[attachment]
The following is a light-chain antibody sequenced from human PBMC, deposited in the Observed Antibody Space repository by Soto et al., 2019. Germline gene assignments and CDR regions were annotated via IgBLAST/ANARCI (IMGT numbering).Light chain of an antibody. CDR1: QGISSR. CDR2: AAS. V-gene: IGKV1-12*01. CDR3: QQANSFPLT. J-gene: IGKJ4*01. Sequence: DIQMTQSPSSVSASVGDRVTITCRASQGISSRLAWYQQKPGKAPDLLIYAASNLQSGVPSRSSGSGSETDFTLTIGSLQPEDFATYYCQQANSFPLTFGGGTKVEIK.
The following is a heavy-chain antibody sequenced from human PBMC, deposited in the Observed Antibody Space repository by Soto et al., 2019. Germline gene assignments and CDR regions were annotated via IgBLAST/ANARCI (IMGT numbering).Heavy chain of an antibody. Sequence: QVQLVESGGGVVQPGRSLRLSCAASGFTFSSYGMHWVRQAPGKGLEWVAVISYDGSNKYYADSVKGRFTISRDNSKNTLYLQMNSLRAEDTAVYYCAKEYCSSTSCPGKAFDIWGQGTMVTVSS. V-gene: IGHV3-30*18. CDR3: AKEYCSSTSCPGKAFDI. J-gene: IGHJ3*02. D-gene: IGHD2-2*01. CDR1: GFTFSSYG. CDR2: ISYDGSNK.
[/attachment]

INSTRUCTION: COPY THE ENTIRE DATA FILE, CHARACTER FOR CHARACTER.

The following is a light-chain antibody sequenced from human PBMC, deposited in the Observed Antibody Space repository by Soto et al., 2019. Germline gene assignments and CDR regions were annotated via IgBLAST/ANARCI (IMGT numbering).Light chain of an antibody. CDR1: QGISSR. CDR2: AAS. V-gene: IGKV1-12*01. CDR3: QQANSFPLT. J-gene: IGKJ4*01. Sequence: DIQMTQSPSSVSASVGDRVTITCRASQGISSRLAWYQQKPGKAPDLLIYAASNLQSGVPSRSSGSGSETDFTLTIGSLQPEDFATYYCQQANSFPLTFGGGTKVEIK.
The following is a heavy-chain antibody sequenced from human PBMC, deposited in the Observed Antibody Space repository by Soto et al., 2019. Germline gene assignments and CDR regions were annotated via IgBLAST/ANARCI (IMGT numbering).Heavy chain of an antibody. Sequence: QVQLVESGGGVVQPGRSLRLSCAASGFTFSSYGMHWVRQAPGKGLEWVAVISYDGSNKYYADSVKGRFTISRDNSKNTLYLQMNSLRAEDTAVYYCAKEYCSSTSCPGKAFDIWGQGTMVTVSS. V-gene: IGHV3-30*18. CDR3: AKEYCSSTSCPGKAFDI. J-gene: IGHJ3*02. D-gene: IGHD2-2*01. CDR1: GFTFSSYG. CDR2: ISYDGSNK.